According to figures released by the federal government, as at 9 October, the state and territory Revenue Offices had received 11,367 HomeBuilder grant applications.
Launched in June of this year, the federal government’s $688-million HomeBuilder scheme provides a $25,000 grant to eligible owner-occupiers “substantially renovating” or building a new home from 4 June to 31 December 2020.
So far, a total of 8,884 applications have been applied for for new build houses, while 2,483 applications have been for rebuilds/renovations, according to Treasury figures.
Victoria has received the most applications of all states (totalling 4,176), followed by Queensland (2,536 applications), NSW (2,331 applications), while there were 946 in South Australia.
Tasmania Revenue Offices had received 454 applications, closely followed by ACT (429), while just 29 have been sent in to the Northern Territory Revenue office.
The WA state revenue office currently only accepts applications once first construction milestone is achieved. This includes when foundations have been laid for new build and off-the-plan when title is issued to the applicant. All other states and territories accept applications when sales and/or the building contract is signed.
As such, there were a total of 466 applications received in WA.
Commenting on these figures, Minister for Housing and Assistant Treasurer Michael Sukkar said: “The figures show HomeBuilder is off to a much stronger start than forecast. Given the construction industry’s long project lead times, this level of applications was not expected until November.”
“Every HomeBuilder application represents a signed contract, which means more work in the pipeline, keeping our tradies on site, on the tools and in a job.
“These applications will be progressively paid when construction milestones are met. This practice is in line with state and territory-based home buying programs.”
Mr Sukkar highlighted that confidence in the property industry is inching up, citing the ANZ/Property Council Survey for the December 2020 quarter, which found that the national confidence score for the upcoming December 2020 quarter increased by six index points to 82.
While the increase is marked, it is still well below a neutral score of 100 and the survey historical average of 123.
Indeed, the online survey of 857 respondents found that three-quarters of residential building developers said they expected the HomeBuilder package to have a positive impact for their business over the next quarter, up from 68 per cent in the previous survey.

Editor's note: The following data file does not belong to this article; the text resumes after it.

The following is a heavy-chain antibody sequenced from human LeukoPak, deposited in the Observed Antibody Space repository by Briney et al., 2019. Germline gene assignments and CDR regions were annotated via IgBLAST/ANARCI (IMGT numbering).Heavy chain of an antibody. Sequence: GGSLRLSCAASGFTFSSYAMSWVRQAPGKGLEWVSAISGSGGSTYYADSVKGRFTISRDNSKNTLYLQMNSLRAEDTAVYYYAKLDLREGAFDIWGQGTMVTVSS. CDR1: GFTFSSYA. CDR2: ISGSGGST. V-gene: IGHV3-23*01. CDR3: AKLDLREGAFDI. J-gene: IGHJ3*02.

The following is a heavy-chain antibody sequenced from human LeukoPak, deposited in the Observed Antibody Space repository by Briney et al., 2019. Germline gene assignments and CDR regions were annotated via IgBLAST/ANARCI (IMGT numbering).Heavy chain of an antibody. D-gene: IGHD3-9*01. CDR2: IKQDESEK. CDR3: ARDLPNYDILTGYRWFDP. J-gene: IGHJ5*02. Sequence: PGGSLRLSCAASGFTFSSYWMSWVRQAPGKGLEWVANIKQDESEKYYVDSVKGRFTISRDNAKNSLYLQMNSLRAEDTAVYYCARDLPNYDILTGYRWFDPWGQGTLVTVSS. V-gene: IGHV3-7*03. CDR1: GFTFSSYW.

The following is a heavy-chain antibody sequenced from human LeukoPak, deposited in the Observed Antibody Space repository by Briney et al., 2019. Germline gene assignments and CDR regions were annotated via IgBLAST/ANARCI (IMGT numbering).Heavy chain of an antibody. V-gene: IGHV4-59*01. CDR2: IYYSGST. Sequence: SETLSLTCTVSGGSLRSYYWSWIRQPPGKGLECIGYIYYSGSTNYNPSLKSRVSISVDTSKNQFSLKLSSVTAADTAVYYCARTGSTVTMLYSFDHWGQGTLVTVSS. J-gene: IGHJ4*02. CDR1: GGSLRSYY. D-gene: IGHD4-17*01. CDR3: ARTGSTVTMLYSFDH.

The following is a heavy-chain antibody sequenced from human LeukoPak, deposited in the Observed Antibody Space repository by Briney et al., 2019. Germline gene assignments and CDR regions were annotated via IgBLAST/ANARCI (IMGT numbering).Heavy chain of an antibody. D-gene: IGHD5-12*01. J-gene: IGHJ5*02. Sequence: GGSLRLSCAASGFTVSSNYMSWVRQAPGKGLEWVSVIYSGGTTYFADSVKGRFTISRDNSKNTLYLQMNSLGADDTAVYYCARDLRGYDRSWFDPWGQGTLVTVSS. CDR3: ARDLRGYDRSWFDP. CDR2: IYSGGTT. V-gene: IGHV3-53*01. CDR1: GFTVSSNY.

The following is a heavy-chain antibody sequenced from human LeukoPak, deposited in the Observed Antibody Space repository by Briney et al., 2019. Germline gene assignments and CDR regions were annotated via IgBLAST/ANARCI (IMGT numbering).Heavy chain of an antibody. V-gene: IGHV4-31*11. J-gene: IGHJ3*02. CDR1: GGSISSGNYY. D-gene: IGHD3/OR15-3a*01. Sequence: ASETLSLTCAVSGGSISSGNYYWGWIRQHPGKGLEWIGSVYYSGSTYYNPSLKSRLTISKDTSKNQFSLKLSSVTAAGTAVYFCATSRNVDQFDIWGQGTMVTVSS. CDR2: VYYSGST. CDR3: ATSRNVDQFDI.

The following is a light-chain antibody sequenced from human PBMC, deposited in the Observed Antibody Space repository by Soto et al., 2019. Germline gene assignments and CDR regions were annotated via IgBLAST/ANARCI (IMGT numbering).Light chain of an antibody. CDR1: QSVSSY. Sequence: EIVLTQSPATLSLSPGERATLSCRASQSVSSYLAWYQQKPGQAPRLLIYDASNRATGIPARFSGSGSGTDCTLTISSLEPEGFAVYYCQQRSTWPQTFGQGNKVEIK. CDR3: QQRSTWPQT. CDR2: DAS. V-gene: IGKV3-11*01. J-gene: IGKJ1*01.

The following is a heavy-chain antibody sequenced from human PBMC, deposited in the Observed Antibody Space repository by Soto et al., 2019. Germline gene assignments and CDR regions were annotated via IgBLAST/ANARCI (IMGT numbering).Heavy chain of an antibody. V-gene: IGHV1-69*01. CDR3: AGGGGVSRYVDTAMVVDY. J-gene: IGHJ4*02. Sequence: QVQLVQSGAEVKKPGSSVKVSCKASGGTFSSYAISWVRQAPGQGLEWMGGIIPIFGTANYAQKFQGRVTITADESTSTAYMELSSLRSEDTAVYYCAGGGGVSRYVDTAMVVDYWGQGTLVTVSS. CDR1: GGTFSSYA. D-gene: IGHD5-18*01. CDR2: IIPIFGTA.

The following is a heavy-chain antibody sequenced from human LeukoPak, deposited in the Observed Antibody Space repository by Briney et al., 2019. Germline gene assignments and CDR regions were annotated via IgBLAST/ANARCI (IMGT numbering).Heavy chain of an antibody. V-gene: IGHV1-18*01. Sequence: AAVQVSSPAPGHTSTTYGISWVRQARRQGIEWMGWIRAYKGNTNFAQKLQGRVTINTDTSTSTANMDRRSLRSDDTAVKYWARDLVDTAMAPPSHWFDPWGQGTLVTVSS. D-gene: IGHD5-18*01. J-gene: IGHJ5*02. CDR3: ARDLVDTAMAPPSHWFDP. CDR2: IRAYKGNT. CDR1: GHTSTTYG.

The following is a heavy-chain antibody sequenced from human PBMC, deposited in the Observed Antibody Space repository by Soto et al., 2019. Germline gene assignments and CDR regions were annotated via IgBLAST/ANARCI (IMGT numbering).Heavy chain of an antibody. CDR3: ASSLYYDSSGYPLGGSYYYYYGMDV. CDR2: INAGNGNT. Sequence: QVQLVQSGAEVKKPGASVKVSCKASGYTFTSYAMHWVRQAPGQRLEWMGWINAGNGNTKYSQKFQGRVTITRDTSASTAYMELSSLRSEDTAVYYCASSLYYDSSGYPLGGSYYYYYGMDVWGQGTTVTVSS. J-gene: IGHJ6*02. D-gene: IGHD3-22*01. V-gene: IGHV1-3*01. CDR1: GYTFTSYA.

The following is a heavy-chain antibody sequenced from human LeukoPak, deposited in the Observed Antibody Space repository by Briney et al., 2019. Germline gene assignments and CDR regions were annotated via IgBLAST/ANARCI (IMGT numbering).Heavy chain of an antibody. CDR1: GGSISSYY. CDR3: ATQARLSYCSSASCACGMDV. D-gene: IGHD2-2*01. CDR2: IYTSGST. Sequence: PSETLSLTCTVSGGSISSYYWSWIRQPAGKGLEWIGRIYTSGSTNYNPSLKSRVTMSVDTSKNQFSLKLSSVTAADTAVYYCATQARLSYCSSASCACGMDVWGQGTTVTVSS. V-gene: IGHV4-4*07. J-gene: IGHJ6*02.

Commenting on the survey findings, ANZ senior economist Felicity Emmett said that while property sentiment has mildly improved, it has remained “depressed” amid the COVID-19 crisis, and the associated restrictions imposed by the federal and state governments to curtail its spread.
“While sentiment in the housing sector remains negative, it is clearly improving. The residential construction outlook is a highlight, helped by the federal government’s HomeBuilder program,” Ms Emmett said.
“The scheme, along with other state government initiatives, is clearly giving the housing construction sector a boost, although with population growth dropping sharply and the rental market under pressure, headwinds remain for the housing sector.
“While sentiment is very weak, government support has clearly helped to prevent the worst. HomeBuilder, JobKeeper and the raft of other government stimulus measures are helping to underpin sentiment.”
The result of the ANZ/Property Council Survey followed a 14-index point improvement in the September quarter, which came after confidence levels dropped to their lowest level in the survey’s history in the June 2020 quarter.
Western Australia recorded a 25-index point jump to return to positive territory (107) in the latest survey, followed by South Australia at 98, NSW at 84, the ACT at 81, Queensland at 79 and Victoria at 64.
After slipping in the June 2020 survey, residential construction expectations for the next 12 months have remained in the positive territory at nine index points.
Stimulus vital for economic recovery
Property Council of Australia chief executive Ken Morrison has also attributed the boost in the index scores and sentiment for the residential construction industry to stimulus measures such as HomeBuilder combined with support from state and territory governments for new and first home buyers, which he said was much needed.
“HomeBuilder is the pop star of government stimulus measures released so far – highly effective, immediate and good value for money,” Mr Morrison said.
“The challenge will be maintaining this momentum beyond December when the current scheme expires and we are looking at a huge drop in population growth due to close borders.”
Despite noting the uptick in sentiment, Mr Morrison warned that there is still a long way to go before property industry sentiment returns to its pre-COVID-19 levels, and added that government stimulus measures will be vital for the property industry to drive economic recovery.
“As household income supports such as JobSeeker and JobKeeper are wound back over the next few months, all levels of government will need to step in with initiatives that will deliver fast and effective stimulus to build momentum for recovery,” Mr Morrison said.
[Related: HomeBuilder ‘arrests’ home sales decline]
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Malavika Santhebennur is the features editor on the mortgages titles at Momentum Media.
Before joining the team in 2019, Malavika held roles with Money Management and Benchmark Media. She has been writing about financial services for the past six years.